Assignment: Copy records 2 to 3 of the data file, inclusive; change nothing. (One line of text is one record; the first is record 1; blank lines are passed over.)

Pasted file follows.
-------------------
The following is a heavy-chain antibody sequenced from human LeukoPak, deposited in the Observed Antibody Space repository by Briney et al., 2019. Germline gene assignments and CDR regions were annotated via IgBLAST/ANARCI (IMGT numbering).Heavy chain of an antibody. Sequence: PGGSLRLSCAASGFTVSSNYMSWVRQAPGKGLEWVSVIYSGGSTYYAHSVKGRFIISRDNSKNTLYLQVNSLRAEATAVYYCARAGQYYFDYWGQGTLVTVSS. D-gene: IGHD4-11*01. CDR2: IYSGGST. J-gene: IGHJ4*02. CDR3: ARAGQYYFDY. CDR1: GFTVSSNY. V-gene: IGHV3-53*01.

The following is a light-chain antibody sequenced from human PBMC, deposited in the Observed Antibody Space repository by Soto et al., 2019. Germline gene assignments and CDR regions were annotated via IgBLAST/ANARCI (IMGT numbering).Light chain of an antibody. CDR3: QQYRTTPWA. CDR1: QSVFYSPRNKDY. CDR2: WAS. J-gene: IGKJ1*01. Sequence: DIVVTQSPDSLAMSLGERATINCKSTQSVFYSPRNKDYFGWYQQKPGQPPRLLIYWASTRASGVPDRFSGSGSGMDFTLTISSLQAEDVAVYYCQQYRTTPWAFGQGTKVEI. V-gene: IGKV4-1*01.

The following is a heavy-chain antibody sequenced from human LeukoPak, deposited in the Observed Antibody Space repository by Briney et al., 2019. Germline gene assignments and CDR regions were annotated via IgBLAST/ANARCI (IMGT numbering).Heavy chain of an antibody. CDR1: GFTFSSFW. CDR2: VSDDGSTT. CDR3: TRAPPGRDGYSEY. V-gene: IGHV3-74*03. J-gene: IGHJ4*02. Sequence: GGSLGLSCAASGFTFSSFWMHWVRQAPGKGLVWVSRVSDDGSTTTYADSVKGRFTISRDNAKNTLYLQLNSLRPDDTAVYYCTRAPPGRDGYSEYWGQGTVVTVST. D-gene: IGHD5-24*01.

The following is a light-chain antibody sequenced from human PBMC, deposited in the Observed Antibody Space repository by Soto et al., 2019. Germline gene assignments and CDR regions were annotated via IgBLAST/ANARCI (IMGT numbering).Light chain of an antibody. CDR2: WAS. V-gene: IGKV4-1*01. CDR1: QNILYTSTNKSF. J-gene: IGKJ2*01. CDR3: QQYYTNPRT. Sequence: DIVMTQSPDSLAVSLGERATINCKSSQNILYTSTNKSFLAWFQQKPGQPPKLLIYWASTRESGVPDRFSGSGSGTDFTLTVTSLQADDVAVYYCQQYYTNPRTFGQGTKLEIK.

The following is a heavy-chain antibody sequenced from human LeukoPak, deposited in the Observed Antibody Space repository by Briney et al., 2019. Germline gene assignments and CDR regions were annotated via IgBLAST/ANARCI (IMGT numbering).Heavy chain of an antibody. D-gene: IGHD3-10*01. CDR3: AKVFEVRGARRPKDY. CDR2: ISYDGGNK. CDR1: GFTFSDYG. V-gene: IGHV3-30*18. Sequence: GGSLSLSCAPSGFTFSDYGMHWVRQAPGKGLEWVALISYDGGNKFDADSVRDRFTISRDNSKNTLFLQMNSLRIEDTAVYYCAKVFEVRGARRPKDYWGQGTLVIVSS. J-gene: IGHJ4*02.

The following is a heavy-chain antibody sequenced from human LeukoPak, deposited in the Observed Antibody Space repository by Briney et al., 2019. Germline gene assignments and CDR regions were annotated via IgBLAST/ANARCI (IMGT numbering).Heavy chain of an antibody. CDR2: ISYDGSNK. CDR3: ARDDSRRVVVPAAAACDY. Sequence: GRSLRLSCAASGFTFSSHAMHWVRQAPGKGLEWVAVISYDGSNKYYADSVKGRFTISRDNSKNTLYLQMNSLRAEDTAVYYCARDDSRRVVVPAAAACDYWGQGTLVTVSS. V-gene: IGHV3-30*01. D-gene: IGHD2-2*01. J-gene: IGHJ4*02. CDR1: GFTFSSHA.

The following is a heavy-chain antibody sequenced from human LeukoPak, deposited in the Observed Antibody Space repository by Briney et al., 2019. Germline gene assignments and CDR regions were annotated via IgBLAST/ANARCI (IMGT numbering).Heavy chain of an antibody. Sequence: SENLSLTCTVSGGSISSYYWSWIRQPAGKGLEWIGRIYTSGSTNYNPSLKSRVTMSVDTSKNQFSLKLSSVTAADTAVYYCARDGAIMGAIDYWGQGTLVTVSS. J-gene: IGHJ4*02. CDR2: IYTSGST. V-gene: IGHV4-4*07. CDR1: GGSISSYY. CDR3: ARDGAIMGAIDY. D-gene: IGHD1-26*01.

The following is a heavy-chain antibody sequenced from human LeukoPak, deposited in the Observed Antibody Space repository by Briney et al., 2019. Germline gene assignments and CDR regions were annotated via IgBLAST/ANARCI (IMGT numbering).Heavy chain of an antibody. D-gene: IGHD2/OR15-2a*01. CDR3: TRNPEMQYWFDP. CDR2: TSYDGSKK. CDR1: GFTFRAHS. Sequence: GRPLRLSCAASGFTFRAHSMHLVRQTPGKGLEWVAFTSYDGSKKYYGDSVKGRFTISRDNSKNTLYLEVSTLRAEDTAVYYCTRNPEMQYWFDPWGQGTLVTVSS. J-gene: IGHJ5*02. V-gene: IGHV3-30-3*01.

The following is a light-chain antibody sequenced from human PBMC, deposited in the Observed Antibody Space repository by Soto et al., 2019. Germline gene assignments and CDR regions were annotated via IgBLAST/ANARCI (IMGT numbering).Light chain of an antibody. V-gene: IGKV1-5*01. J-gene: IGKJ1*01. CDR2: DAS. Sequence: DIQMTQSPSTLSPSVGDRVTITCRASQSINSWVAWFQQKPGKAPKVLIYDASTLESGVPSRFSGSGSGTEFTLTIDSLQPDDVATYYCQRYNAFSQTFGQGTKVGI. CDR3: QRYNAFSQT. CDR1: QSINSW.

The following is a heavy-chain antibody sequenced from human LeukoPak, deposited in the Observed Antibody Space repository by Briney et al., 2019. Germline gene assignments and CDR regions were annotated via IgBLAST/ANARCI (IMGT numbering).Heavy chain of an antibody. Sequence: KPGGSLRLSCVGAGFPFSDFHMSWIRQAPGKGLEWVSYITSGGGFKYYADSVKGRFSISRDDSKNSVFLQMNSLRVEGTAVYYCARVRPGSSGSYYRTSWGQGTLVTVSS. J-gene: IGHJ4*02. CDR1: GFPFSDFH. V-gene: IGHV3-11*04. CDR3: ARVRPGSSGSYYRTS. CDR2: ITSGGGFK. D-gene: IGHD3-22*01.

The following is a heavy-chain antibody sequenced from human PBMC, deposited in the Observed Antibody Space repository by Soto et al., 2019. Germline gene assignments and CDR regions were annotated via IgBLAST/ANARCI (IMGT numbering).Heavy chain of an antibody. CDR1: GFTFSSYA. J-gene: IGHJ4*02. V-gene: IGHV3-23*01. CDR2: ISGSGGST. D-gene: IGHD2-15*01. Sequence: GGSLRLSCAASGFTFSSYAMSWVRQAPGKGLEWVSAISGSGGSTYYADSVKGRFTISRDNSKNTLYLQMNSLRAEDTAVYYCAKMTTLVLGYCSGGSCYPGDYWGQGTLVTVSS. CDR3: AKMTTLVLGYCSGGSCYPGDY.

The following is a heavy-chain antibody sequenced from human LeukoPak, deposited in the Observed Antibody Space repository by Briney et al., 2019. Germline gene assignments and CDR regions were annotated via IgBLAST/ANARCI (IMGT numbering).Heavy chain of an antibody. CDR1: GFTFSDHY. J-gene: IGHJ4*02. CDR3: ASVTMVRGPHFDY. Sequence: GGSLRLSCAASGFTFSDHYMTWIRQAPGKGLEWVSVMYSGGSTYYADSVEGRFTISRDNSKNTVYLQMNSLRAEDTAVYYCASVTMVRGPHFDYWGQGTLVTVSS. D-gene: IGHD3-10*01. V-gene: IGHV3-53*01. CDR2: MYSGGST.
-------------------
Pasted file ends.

The following is a light-chain antibody sequenced from human PBMC, deposited in the Observed Antibody Space repository by Soto et al., 2019. Germline gene assignments and CDR regions were annotated via IgBLAST/ANARCI (IMGT numbering).Light chain of an antibody. CDR3: QQYRTTPWA. CDR1: QSVFYSPRNKDY. CDR2: WAS. J-gene: IGKJ1*01. Sequence: DIVVTQSPDSLAMSLGERATINCKSTQSVFYSPRNKDYFGWYQQKPGQPPRLLIYWASTRASGVPDRFSGSGSGMDFTLTISSLQAEDVAVYYCQQYRTTPWAFGQGTKVEI. V-gene: IGKV4-1*01.

The following is a heavy-chain antibody sequenced from human LeukoPak, deposited in the Observed Antibody Space repository by Briney et al., 2019. Germline gene assignments and CDR regions were annotated via IgBLAST/ANARCI (IMGT numbering).Heavy chain of an antibody. CDR1: GFTFSSFW. CDR2: VSDDGSTT. CDR3: TRAPPGRDGYSEY. V-gene: IGHV3-74*03. J-gene: IGHJ4*02. Sequence: GGSLGLSCAASGFTFSSFWMHWVRQAPGKGLVWVSRVSDDGSTTTYADSVKGRFTISRDNAKNTLYLQLNSLRPDDTAVYYCTRAPPGRDGYSEYWGQGTVVTVST. D-gene: IGHD5-24*01.